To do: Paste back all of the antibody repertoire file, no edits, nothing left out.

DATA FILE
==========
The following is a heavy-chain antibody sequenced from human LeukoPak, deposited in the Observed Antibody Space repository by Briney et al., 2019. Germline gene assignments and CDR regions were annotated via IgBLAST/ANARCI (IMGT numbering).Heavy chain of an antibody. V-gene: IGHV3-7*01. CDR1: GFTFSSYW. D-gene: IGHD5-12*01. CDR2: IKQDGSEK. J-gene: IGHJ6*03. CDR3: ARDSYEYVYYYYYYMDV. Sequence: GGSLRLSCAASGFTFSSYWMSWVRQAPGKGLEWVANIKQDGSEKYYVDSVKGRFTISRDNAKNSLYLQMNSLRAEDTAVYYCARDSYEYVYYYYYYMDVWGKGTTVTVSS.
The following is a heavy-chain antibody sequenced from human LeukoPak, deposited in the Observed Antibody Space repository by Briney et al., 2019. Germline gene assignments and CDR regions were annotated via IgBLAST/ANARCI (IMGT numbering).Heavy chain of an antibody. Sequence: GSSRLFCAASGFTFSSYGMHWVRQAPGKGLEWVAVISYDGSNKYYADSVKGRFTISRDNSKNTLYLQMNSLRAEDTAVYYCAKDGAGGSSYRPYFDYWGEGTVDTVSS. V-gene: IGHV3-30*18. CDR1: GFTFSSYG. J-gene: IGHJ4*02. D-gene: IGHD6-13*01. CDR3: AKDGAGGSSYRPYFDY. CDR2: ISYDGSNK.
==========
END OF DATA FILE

The following is a heavy-chain antibody sequenced from human LeukoPak, deposited in the Observed Antibody Space repository by Briney et al., 2019. Germline gene assignments and CDR regions were annotated via IgBLAST/ANARCI (IMGT numbering).Heavy chain of an antibody. V-gene: IGHV3-7*01. CDR1: GFTFSSYW. D-gene: IGHD5-12*01. CDR2: IKQDGSEK. J-gene: IGHJ6*03. CDR3: ARDSYEYVYYYYYYMDV. Sequence: GGSLRLSCAASGFTFSSYWMSWVRQAPGKGLEWVANIKQDGSEKYYVDSVKGRFTISRDNAKNSLYLQMNSLRAEDTAVYYCARDSYEYVYYYYYYMDVWGKGTTVTVSS.
The following is a heavy-chain antibody sequenced from human LeukoPak, deposited in the Observed Antibody Space repository by Briney et al., 2019. Germline gene assignments and CDR regions were annotated via IgBLAST/ANARCI (IMGT numbering).Heavy chain of an antibody. Sequence: GSSRLFCAASGFTFSSYGMHWVRQAPGKGLEWVAVISYDGSNKYYADSVKGRFTISRDNSKNTLYLQMNSLRAEDTAVYYCAKDGAGGSSYRPYFDYWGEGTVDTVSS. V-gene: IGHV3-30*18. CDR1: GFTFSSYG. J-gene: IGHJ4*02. D-gene: IGHD6-13*01. CDR3: AKDGAGGSSYRPYFDY. CDR2: ISYDGSNK.